Language - Translation - Dictionary websites online.
A range of Language and translation dictionaries
Sign Language Dictionary
Websters Dictionary 1913 online availiable, NOW ALSO the Websters Rosetta extended version.
Click here to access the Websters dictionary 1913 and Rosetta version online .
Latest news from Science Daily
College attendance drops after widespread job loss
When states suffer widespread job loss, the damage extends to the next generation, where college attendance drops among poor students, says new research. States marked by shuttered factories and dormant mines thus show a widening gap in college attendance between rich and poor. Yet poor students in hard-hit states don't avoid college simply because they can't afford it. Instead, job losses trigger adolescent emotional problems and poor academic performance -- which put college out of reach.
Think you know how to improve your memory? Think again
We may have to rethink how we improve memory, suggests a researcher. She has found our brains have particular states known as formation and recall. Optimal formation is best achieved when accompanied by novelty whereas familiarity leads to a recall state, hindering the goal. Duncan hopes these findings will one day help us to improve our memories and possibly offer insight into why diseases involving memory loss happen.
Concussion effects detailed on microscopic level
New research has uncovered details about subcellular-level changes in the brain after concussion that could one day lead to improved treatment.
Sign language users have better reaction times and peripheral vision
Sign language users have better reaction times and peripheral vision, report researchers. A new study showed that deaf adults have the best peripheral vision and reaction times comparing to hearing adults and BSL users, providing further evidence that losing one of your five senses enhances the others.
Comparing student performance on paper-and-pencil and computer-based-tests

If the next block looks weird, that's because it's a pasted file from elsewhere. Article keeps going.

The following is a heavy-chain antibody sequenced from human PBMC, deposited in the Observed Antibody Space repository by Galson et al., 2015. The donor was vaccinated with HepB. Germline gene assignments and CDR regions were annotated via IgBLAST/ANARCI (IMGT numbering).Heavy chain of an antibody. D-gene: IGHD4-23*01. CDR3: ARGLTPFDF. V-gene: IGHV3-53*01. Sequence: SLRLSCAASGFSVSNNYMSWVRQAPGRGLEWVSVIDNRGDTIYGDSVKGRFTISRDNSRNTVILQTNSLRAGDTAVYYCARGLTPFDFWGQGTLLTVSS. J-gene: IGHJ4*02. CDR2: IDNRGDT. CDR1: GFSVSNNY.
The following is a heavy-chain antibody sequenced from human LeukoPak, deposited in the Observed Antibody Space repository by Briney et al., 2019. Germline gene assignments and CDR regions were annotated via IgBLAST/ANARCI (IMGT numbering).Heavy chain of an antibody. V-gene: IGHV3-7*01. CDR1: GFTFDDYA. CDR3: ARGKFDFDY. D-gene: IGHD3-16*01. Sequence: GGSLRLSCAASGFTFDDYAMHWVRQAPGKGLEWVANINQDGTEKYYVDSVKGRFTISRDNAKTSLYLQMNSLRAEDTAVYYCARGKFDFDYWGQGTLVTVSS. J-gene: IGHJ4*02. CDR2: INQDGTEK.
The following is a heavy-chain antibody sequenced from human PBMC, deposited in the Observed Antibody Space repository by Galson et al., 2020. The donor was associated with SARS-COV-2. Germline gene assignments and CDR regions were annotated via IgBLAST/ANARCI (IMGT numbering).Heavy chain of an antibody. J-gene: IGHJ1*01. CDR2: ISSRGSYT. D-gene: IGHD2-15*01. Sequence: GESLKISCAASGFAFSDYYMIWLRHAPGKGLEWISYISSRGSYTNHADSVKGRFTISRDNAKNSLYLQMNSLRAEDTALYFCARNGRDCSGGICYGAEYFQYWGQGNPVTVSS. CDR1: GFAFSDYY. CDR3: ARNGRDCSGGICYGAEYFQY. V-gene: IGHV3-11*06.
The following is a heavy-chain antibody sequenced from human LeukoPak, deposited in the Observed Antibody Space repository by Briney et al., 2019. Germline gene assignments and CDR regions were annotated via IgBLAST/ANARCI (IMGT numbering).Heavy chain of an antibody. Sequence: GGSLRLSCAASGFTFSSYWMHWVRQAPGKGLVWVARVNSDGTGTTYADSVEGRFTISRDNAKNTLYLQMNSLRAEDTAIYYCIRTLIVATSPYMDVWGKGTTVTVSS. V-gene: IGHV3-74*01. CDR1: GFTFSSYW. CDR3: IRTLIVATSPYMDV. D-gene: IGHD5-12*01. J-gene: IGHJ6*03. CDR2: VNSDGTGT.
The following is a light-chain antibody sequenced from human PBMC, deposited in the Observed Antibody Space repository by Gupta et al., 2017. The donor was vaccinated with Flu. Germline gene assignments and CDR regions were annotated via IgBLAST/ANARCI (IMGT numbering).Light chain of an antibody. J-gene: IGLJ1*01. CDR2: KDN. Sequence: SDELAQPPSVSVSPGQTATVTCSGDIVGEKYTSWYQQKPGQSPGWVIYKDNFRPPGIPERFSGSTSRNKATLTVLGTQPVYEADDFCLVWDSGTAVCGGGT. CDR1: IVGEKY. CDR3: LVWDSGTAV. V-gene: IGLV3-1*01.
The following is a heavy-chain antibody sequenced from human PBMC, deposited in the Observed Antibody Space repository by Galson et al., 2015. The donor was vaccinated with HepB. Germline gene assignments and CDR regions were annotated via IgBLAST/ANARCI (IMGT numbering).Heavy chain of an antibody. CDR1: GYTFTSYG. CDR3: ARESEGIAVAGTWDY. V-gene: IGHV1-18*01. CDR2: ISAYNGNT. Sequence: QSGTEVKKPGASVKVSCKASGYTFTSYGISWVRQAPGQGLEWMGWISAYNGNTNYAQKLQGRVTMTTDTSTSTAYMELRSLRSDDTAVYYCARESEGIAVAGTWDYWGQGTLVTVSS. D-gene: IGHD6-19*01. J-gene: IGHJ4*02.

Based on a study of more than 30,000 elementary, middle, and high school students conducted in winter 2015–16, researchers found that elementary and middle school students scored lower on a computer-based test that did not allow them to return to previous items than on two comparable tests—paper- or computer-based—that allowed them to skip, review, and change previous responses.
Amazingly flexible: Learning to read in your 30s profoundly transforms the brain
Reading is such a modern cultural invention that there is no specific area in the brain dedicated to it. Scientists have found that learning to read as an adult reconfigures evolutionarily ancient brain structures hitherto assigned to different skills. These findings were obtained in a large-scale study in India in which completely illiterate women learned how to read and write for six months.
Elevated brain amyloid level associated with increased likelihood of cognitive decline
Among a group of cognitively normal individuals, those who had elevated levels in the brain of the protein amyloid were more likely to experience cognitive decline in the following years, according to a study.
Low-income children missing out on language learning both at home and at school
Children from poor neighborhoods are less likely to have complex language building opportunities both in home and at school, putting them at a disadvantage in their kindergarten year, finds a new study.
Do red candies make you happier? 'Live the trial' class debunks the myth
A test to assess the effect of red candies on happiness has been used to teach the often 'dull' or 'boring' concepts of clinical research. The study was based on a mock randomized control trial across three countries.
Age at immigration influences occupational skill development
Future occupations of US immigrant children are influenced by how similar their native language is to English, according to a new study.